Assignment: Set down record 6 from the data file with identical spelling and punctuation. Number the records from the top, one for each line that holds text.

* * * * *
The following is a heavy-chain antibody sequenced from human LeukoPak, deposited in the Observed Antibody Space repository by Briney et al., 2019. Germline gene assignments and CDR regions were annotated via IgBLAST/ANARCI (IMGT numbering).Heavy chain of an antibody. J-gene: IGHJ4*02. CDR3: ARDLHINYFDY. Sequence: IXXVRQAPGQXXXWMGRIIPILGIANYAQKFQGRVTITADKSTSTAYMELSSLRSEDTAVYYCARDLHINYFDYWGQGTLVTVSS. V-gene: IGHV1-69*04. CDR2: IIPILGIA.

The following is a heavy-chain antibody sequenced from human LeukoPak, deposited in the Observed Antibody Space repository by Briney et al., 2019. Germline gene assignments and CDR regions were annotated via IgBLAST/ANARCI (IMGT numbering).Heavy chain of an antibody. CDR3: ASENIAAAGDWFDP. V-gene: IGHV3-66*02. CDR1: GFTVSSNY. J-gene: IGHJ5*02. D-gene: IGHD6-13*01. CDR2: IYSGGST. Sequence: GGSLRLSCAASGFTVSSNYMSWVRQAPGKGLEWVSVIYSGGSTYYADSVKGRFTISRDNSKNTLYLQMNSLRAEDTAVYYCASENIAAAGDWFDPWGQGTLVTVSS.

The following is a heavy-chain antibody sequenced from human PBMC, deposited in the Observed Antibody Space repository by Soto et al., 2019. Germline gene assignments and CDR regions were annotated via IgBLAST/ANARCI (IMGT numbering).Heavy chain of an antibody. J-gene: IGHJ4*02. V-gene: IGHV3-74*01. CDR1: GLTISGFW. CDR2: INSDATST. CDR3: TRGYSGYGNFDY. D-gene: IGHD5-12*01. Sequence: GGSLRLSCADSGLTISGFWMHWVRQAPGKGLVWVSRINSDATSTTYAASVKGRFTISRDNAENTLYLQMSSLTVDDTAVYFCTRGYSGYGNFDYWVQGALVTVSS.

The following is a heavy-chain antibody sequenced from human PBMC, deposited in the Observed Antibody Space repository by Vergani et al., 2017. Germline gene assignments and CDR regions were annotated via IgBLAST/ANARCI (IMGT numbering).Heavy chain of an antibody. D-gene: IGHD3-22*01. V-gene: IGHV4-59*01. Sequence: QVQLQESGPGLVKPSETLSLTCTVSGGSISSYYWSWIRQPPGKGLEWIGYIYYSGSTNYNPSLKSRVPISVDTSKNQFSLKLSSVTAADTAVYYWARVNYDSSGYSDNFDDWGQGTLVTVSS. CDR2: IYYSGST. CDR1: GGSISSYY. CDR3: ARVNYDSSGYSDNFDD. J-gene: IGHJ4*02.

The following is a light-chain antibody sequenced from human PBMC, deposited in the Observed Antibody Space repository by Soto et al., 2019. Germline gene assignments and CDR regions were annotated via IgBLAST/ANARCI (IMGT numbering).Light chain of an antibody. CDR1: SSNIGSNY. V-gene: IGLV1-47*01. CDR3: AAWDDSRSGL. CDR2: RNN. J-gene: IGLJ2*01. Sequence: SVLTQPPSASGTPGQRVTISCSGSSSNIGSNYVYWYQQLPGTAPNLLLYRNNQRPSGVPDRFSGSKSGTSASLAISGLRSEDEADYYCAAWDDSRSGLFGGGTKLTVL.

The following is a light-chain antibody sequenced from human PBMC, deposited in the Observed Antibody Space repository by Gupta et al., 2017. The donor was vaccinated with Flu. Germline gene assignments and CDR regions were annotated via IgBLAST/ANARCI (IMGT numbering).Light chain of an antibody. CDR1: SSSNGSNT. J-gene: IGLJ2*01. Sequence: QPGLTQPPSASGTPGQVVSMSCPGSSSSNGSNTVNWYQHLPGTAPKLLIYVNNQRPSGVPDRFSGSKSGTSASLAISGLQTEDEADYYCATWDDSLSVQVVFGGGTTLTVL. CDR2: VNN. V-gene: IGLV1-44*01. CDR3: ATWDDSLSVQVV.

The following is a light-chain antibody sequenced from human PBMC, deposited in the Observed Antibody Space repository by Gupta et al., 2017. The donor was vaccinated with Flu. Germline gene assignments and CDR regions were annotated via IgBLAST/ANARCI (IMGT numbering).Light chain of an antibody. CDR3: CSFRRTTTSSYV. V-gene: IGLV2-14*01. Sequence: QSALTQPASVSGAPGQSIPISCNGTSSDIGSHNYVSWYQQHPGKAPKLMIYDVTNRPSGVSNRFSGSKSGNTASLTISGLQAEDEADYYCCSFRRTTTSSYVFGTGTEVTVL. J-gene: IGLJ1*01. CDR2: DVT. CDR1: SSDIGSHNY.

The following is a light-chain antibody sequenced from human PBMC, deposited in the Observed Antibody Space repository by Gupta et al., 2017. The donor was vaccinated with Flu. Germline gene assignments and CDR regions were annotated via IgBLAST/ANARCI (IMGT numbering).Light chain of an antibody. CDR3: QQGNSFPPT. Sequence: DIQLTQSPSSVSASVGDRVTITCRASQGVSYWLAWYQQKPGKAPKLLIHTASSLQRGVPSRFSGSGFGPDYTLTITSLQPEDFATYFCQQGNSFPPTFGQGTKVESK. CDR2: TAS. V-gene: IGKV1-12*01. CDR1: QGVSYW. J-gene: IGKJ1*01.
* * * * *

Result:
The following is a light-chain antibody sequenced from human PBMC, deposited in the Observed Antibody Space repository by Gupta et al., 2017. The donor was vaccinated with Flu. Germline gene assignments and CDR regions were annotated via IgBLAST/ANARCI (IMGT numbering).Light chain of an antibody. CDR1: SSSNGSNT. J-gene: IGLJ2*01. Sequence: QPGLTQPPSASGTPGQVVSMSCPGSSSSNGSNTVNWYQHLPGTAPKLLIYVNNQRPSGVPDRFSGSKSGTSASLAISGLQTEDEADYYCATWDDSLSVQVVFGGGTTLTVL. CDR2: VNN. V-gene: IGLV1-44*01. CDR3: ATWDDSLSVQVV.